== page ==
It was late on a February afternoon, 2004. Brad Reed '01 was with a friend, an EMT, assisting at a car accident in Ludington , Mich. As his friend finished his duties and they prepared to go home, Brad saw the light in the sky turning pink; he recognized what he calls "the magic light." He told his friend to turn on his emergency vehicle's siren and drive as fast as he could to the Lake Michigan shore.
"It's the light that makes ordinary objects extraordinary," Reed said, "and it's always changing."
He sprinted across the ice, planted his tripod and snapped his camera's shutter, catching a particle ray - a shaft of sunlight refracted through ice crystals in the air - that enveloped the lighthouse at the end of Ludington's pier in an orange-pink halo.
"That was a defining moment in my life," Reed writes in the caption that accompanies the photograph in Lake Michigan Point to Point, a book of 110 images he and his father, Todd Reed, took in and around Ludington. "I was struck with an overwhelming sense of calm. I knew I had found my calling as a photographer."
Brad Reed began taking pictures in 1999 when his father started work on an earlier book of Ludington photographs. Todd Reed bought Brad and cousin Ryan Reed professional equipment and invited them to shoot alongside him; then he critiqued their finished photographs. "It was very intensive," Brad recalled. "I loved it."
"But," he continued, "I figured I couldn't support myself on photography. My dad hadn't been able to."
So after Calvin, Brad returned to Ludington to teach sixth grade and coach soccer. He found himself "feeling empty, kind of lost." He tried a graduate degree in social work.
All the while he was seeing pictures. "My dad trained Ryan and me to compose pictures and get emotionally involved in our surroundings whether we have a camera with us or not," Reed said.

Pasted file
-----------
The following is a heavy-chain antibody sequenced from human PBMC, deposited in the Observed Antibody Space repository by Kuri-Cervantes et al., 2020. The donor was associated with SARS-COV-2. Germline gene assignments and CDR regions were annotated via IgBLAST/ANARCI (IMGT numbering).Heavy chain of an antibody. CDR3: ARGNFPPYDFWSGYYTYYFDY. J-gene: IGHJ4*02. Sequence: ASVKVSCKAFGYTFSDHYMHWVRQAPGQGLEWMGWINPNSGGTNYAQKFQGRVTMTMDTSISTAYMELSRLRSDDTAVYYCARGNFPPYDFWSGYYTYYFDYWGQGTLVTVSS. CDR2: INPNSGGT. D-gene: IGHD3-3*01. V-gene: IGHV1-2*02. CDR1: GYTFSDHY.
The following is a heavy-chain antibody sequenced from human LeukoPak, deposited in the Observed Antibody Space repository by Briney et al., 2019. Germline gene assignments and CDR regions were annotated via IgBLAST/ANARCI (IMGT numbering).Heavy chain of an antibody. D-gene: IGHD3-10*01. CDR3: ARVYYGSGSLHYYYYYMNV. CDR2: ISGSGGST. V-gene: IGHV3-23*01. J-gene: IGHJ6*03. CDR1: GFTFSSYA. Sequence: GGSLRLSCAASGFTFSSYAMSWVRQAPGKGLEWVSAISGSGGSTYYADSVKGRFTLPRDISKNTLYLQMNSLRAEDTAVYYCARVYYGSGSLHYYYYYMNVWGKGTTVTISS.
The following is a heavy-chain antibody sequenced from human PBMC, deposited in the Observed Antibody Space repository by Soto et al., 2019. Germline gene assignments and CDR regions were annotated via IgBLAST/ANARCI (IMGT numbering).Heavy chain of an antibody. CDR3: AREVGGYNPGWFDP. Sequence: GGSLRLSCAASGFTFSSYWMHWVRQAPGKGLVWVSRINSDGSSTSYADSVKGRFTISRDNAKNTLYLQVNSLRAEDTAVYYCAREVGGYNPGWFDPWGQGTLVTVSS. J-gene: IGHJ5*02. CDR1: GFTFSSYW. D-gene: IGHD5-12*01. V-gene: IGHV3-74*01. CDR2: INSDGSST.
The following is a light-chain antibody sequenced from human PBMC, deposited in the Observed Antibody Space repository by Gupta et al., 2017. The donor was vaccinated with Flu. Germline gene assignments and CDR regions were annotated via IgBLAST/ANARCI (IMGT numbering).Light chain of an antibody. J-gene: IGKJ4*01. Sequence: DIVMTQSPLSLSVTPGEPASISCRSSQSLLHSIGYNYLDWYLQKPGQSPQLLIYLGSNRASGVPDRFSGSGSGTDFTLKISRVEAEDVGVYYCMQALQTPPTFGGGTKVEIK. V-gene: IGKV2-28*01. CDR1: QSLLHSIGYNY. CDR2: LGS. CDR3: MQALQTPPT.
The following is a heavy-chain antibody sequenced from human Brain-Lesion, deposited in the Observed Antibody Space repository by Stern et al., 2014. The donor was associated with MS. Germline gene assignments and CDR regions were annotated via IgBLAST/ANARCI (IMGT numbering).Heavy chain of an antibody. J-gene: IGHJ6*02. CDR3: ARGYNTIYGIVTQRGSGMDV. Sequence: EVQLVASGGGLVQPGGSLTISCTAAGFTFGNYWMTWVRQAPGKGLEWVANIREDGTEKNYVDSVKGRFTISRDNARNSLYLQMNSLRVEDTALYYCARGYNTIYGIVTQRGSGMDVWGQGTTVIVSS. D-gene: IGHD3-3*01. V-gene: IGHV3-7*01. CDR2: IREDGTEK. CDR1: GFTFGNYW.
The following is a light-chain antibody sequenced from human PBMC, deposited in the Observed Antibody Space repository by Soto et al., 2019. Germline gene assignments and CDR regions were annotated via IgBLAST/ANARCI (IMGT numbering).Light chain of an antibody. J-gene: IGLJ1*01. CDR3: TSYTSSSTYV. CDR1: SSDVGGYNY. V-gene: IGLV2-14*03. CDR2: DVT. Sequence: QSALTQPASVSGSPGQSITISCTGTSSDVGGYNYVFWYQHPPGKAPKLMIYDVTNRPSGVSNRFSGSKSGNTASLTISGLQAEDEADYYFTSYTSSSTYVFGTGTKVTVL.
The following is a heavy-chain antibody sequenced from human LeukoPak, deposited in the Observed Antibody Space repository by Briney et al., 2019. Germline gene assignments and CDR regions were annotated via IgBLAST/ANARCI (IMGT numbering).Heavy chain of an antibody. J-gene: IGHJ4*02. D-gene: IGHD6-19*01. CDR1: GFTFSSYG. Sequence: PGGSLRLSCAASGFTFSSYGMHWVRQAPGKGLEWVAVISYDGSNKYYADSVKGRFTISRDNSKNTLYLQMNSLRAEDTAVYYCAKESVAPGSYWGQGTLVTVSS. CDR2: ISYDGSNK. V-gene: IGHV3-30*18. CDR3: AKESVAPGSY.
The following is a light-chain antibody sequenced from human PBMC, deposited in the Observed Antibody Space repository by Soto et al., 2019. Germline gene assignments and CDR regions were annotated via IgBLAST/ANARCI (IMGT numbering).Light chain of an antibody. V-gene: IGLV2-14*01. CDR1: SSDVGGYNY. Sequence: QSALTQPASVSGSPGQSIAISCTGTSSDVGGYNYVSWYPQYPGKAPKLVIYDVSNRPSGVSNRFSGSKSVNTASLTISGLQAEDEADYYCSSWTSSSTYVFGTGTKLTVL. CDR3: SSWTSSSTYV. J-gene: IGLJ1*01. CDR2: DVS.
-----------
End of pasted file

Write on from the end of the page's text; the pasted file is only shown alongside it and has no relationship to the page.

He was lucky enough to have a camera with him that February afternoon of the magic light. In fact, it was a whole day of phenomenal light and photographic surprises. Three of the photos that appear in the book were shot on that day.
Shortly after Lake Michigan Point to Point was released, the Nikon camera company named Reed one of the winners in its international photography contest. Of the 31,000 images submitted, only 53 were selected for awards. In 1998, Todd Reed was named a winner in the same contest. Both award-winning images are in the Reeds' new book.
All Reed photographs are taken with only available light - no filters, no polarizers, no darkroom manipulation. "If you're taking what God presented, you don't need to use those tools," Brad said.
Though God presents it, he admits, most people don't see it. "We see our most phenomenal color 30 to 40 minutes after the sun is below the horizon. By then most people are home on the couch or at the ice cream store."
Seeing this way, though, is more than being on the scene. It's a matter of concentration and passionate involvement in that scene. The Reeds inscribe each of their books, "See with your heart, feel with your eyes."
"If you do those two things," Brad said, "you're going to get great photographs."
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